Management, Management, Management: See the paragraph above in case you missed it. This really is one of the most critical factors. The VC is essentially backing the team to successfully execute the business plan and weak management teams don’t get backed.
Market Size: the bigger the potential market the better. Often a management team makes the mistake of trying to define a micro market to show how they can quickly become number one. This is a mistake. It is much better to have a small share of a huge market, than a large share of a small market
Competition: there is always competition. If you have not found it you don’t know your market and claims that there is no competition is a telling sign to a VC that the Management team is not on its game.
Returns: VCs are fundamentally looking for a 10x return so their in price, the pre-money valuation and the expectations of any future funding rounds are important to them and you can expect them to negotiate.
Hot Trends: this is the one that you do not find on their website. I always ask VCs what is “hot” for them at the moment. This gives me really valuable information about their appetite for certain types of companies and enables me to bring deals to the VCs which they are more likely going to want to engage with. As you know, fashions and fads change and so do these – about every six months.
Once you have honed your long list to a couple of hundred potential investors, you now need to find a way to approach them. I am not a great believer in filling in online forms. As you can see from the discussion above, the attention span of a VC team is challenged to say the least! An approach from some one who knows them or a mutual contact who knows them is the best chance of getting past the the initial filtering process.
A really good way to find how to do this is Linkedin. If you are not already using it, you should definitely start building your network today.
Be prepared to contact between 50 and 200 VC investors (in Europe), I would suggest that in the US the number os probably between 30 and 100. This means several calls, emails, follow up and a lot of persistence.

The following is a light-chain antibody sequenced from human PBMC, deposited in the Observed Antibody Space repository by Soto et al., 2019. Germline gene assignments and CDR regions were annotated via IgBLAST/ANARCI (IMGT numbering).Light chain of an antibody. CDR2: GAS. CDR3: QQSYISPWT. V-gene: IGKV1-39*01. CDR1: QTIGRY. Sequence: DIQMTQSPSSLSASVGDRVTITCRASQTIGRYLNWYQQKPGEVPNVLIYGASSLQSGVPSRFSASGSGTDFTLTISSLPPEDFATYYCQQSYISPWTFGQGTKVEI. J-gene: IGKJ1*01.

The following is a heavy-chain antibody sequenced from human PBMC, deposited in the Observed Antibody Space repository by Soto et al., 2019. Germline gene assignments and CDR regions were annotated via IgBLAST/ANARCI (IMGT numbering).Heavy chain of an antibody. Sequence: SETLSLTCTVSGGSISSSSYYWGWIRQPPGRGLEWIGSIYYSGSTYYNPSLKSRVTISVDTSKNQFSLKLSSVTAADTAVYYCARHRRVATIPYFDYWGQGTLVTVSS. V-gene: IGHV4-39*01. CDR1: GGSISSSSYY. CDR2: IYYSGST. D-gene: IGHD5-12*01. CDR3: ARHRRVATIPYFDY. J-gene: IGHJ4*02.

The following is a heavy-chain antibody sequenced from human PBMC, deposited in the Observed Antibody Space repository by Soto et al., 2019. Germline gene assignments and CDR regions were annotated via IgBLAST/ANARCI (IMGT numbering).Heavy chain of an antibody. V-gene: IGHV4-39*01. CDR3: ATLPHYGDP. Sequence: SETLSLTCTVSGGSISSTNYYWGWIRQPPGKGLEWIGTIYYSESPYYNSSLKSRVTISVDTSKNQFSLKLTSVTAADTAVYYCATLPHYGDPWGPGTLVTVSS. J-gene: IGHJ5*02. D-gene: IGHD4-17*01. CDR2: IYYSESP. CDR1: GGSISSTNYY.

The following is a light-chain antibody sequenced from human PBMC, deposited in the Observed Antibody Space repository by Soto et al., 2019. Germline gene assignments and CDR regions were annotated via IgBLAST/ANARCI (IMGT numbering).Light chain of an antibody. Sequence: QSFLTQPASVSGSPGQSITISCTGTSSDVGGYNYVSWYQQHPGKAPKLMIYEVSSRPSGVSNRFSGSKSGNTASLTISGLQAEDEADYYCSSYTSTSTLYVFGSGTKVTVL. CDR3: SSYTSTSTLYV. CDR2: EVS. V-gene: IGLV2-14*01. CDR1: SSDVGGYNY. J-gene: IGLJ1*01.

The initial negative responses come in quickly. Give the VCs initially a week to 10 days to process the summary internally and hopefully get some initial interest from a few of them.
After this initial period, put in follow up calls to make sure your approach has not already hit File 13 (thats the round metal receptacle under the desk of the analyst).
If you get an initial meeting with a VC, well done!
Now you only have three to six months of haggling in front of you.
Lets go back and look further at how inefficient this market really is.
From a numbers perspective, there are thousands of investment events every year but this still remains a small proportion of the businesses seeking funding.
I do want to be fair.
Many of these companies are either not good enough or ready for investment and there are good reasons why they do not get funded. However, without a mentor, an experienced adviser or investor, it can be very difficult for these businesses to learn why they have not been successful.
There is the same quality issue for the Venture Capitalists who can spot an under prepared business from a mile away in a fog at midnight. Make sure your collateral – Executive Summary, Business Plan, Financial Model, Management Presentation and Elevator pitch is as good as it can be. I often hear VCs complain about the scarcity of good quality deals.
The summary of all this is that management teams can spend months seeking investment while still trying to build their businesses, a very distracting and time consuming process.
There are moves a foot to create online investor exchanges for VCs, similar to AngelList which (as its name suggest) is focused on the Angel market. There are considerable regulatory hurdles to this although steps are being taken, particularly in the US, to address these.
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1 thought on “Is Venture Capital the most inefficient Capital Market in the World?”
A company can achieve great success by opting to venture into the public markets as a public company. The risk involved in dealing with Venture Capitalist can be far too much risk for those companies desperately in need of capital. We’ve all heard many stories of company founders being fired from their own company. Steve Jobs and Apple is a perfect example of this.
Going public provides a lesser risk to the business involved and provides many avenues for a company to maximize it’s corporate potential.